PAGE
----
Romania has joined a core coalition of 17 UN member states from all geographical regions initiated by Vanuatu to request an advisory opinion from the International Court of Justice on climate change, write Agerpres
According to a press statement released by the Romanian Foreign Ministry (MAE) on Saturday, the action initiated by Vanuatu is intended to clarify the obligations of states under international law regarding the effects of climate change and to prompt the international community to strengthen its efforts to combat climate change and protect vulnerable states.
So far, the initiative has won the support of 112 UN member states, out of the total of 193 member states.
„Romania’s involvement in this initiative strengthens its constant position as a promoter of international law instruments and a supporter of the jurisdiction of the International Court of Justice, as a guarantor of the supremacy of law in international affairs. At the same time, the approach illustrates Romania’s interest in making a significant and innovative contribution to the global efforts to combat the causes and effects of climate change. The climate change concern of the international community has been growing in recent years also because of a multiplication of extreme phenomena and the implications for order and security in the world. Romania has shown an active interest in the analysis of the legal aspects of climate change and its effects, including from the perspective of the phenomenon of rising sea and ocean levels. Moreover, I recently presented, on February 14, within the UN Security Council meeting, the serious implications the global phenomenon of rising sea and ocean levels already have or could have on the entire world community, including in terms of worldwide peace and security, especially on small island states and coastal states,” MAE quotes Romanian Foreign Minister Bogdan Aurescu as saying in the statement.
The opinion of the International Court of Justice will be requested by adopting a resolution of the UN General Assembly. After comprehensive negotiations with all UN states, on February 20, 2023, the coalition published a final draft resolution. During the consultations, Romania pleaded for a clear, ambitious, future-oriented text. By co-authoring the resolution, the UN states are invited to send a unified signal regarding their commitment to complying with existing climate obligations under international law.
According to the draft resolution, the question that will be posed to the International Court of Justice in order to draw up an advisory opinion contains responsibilities for climate change towards present and future generations, as well as regarding the obligations of states that have caused significant environmental harm and continue to causes such harm, thus targeting both past and present or future situations. Below is the text of the request:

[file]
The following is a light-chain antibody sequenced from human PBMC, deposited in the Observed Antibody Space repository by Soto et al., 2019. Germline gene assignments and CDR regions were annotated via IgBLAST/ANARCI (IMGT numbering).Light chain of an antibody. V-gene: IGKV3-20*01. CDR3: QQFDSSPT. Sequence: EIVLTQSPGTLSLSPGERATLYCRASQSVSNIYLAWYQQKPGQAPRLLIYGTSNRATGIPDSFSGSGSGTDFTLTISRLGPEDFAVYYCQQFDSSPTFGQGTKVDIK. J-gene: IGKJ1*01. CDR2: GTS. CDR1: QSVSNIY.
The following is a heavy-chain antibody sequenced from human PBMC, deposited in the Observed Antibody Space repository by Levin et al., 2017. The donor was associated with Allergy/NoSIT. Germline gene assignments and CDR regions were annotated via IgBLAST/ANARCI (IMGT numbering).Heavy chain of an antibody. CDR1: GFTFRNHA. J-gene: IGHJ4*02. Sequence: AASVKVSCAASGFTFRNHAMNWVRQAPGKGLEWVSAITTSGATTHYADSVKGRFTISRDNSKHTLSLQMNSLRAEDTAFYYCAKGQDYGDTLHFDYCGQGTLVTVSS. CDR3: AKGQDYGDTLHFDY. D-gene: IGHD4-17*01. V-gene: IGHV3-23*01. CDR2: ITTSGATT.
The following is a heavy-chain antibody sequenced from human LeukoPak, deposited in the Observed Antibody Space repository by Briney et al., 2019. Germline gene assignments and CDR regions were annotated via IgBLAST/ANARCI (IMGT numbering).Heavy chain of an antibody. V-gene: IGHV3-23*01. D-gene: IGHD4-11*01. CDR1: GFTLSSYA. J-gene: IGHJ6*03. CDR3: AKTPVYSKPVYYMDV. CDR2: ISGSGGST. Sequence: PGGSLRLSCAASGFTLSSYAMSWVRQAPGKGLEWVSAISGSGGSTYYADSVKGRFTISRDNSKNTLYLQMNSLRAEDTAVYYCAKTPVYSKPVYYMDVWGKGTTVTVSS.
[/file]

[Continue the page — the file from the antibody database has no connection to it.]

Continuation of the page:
„Having particular regard to the Charter of the United Nations, the International Covenants on Civil and Political Rights and on Economic, Social and Cultural Rights, the United Nations Framework Convention on Climate Change, the Paris Agreement, the United Nations Convention on the Law of the Sea, the duty of due diligence, the rights recognized in the Universal Declaration of Human Rights, the principle of prevention of significant harm to the environment, and the duty to protect and preserve the marine environment,
(1) What are the obligations of States under international law to ensure the protection of the climate system and other parts of the environment from anthropogenic emissions of greenhouse gases for States and for present and future generations;
(2) What are the legal consequences under these obligations for States where they, by their acts and omissions, have caused significant harm to the climate system and other parts of the environment, with respect to:
(a) States, including, in particular, small island developing States, which due to their geographical circumstances and level of development, are injured or specially affected by or are particularly vulnerable to the adverse effects of climate change?
(b) Peoples and individuals of the present and future generations affected by the adverse effects of climate change?”
Vanuatu initiated the process of requesting an advisory opinion of the International Court of Justice on climate change, inviting a number of UN states to join the core group for the negotiation and promotion of the draft resolution of the UN General Assembly. Taking up on the invitation were Romania, Portugal, Germany, Liechtenstein, Angola, Antigua and Barbuda, Bangladesh, Costa Rica, Micronesia, Morocco, Mozambique, New Zealand, Samoa, Sierra Leone, Singapore, Uganda and Vietnam.
According to the UN on-line library, an advisory opinion is legal advice provided to the United Nations or a specialized agency by the International Court of Justice, in accordance with Article 96 of the UN Charter. The General Assembly and the Security Council may request advisory opinions on „any legal matter.” Other organs and the specialised agencies may request advisory opinions on „legal questions arising within the scope of their activities.”
In general, advisory opinions are not binding, but may inform the development of international law. According to the ICJ website, advisory opinions „carry great legal weight and moral authority. They are often an instrument of preventive diplomacy and have peace-keeping virtues. Advisory opinions also, in their way, contribute to the elucidation and development of international law and thereby to the strengthening of peaceful relations between States.” AGERPRES